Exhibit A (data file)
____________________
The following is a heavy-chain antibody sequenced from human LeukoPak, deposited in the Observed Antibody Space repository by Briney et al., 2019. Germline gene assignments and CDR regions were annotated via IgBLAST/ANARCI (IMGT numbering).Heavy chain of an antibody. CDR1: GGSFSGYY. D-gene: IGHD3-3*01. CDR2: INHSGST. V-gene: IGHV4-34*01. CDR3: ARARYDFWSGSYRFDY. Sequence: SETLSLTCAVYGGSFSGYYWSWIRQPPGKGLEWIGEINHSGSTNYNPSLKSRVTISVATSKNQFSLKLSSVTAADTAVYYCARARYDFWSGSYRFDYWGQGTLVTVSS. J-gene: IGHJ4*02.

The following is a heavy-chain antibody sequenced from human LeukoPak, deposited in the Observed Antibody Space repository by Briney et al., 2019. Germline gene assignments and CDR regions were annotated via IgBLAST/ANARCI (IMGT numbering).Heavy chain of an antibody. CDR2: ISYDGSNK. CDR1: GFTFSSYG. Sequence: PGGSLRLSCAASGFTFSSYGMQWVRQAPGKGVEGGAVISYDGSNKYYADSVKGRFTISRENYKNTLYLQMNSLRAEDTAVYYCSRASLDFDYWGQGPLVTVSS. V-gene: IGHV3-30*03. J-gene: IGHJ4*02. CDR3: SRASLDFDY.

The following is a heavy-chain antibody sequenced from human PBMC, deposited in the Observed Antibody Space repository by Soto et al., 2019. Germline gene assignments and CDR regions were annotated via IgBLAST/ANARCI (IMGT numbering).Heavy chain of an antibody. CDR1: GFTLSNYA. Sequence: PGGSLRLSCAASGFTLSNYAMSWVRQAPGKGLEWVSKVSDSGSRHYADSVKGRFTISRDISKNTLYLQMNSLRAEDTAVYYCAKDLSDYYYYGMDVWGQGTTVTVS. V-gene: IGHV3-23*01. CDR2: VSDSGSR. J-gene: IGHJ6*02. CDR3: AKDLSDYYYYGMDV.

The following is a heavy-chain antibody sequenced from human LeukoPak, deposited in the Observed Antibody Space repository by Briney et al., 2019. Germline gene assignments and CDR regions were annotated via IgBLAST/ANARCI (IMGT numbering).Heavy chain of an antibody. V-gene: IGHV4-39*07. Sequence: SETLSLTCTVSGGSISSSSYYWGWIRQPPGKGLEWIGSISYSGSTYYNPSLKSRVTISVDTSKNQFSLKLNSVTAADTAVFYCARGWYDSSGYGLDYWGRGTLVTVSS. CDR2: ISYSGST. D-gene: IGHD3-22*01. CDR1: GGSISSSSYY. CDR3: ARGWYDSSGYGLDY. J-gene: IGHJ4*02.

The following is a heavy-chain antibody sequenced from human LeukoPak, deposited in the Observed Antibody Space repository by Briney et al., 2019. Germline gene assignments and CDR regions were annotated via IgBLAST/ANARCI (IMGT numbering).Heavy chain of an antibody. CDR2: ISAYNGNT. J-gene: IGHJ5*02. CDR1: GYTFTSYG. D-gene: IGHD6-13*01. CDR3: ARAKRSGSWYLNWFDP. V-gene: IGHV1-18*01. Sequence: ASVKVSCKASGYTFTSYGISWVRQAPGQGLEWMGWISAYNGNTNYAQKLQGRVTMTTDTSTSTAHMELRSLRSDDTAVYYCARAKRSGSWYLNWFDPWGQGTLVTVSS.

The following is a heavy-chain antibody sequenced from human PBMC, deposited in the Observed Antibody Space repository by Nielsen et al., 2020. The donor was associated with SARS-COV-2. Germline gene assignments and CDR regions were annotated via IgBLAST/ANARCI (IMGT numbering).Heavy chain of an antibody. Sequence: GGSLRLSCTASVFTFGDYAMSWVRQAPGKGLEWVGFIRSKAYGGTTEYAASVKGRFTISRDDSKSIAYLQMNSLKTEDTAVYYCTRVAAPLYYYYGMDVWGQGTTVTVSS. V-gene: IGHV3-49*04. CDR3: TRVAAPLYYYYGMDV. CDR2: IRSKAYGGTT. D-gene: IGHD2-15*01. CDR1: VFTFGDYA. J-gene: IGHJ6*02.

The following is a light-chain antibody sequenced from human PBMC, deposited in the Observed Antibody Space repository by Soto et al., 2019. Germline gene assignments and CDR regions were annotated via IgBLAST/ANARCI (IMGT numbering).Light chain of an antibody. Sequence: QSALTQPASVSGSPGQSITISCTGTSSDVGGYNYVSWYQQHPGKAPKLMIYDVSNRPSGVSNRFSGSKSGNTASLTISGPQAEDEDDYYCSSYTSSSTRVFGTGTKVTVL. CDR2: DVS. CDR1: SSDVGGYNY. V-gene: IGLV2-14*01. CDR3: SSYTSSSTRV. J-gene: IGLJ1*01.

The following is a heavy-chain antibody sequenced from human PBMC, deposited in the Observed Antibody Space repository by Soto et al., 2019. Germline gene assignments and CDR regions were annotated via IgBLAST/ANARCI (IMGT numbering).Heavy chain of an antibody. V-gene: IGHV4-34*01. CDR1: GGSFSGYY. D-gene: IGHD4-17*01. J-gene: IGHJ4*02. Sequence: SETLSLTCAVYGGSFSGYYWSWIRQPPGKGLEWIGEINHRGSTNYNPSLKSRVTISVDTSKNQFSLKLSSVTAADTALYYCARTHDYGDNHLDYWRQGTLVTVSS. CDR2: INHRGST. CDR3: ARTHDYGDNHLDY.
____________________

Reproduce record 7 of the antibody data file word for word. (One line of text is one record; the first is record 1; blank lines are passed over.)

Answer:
The following is a light-chain antibody sequenced from human PBMC, deposited in the Observed Antibody Space repository by Soto et al., 2019. Germline gene assignments and CDR regions were annotated via IgBLAST/ANARCI (IMGT numbering).Light chain of an antibody. Sequence: QSALTQPASVSGSPGQSITISCTGTSSDVGGYNYVSWYQQHPGKAPKLMIYDVSNRPSGVSNRFSGSKSGNTASLTISGPQAEDEDDYYCSSYTSSSTRVFGTGTKVTVL. CDR2: DVS. CDR1: SSDVGGYNY. V-gene: IGLV2-14*01. CDR3: SSYTSSSTRV. J-gene: IGLJ1*01.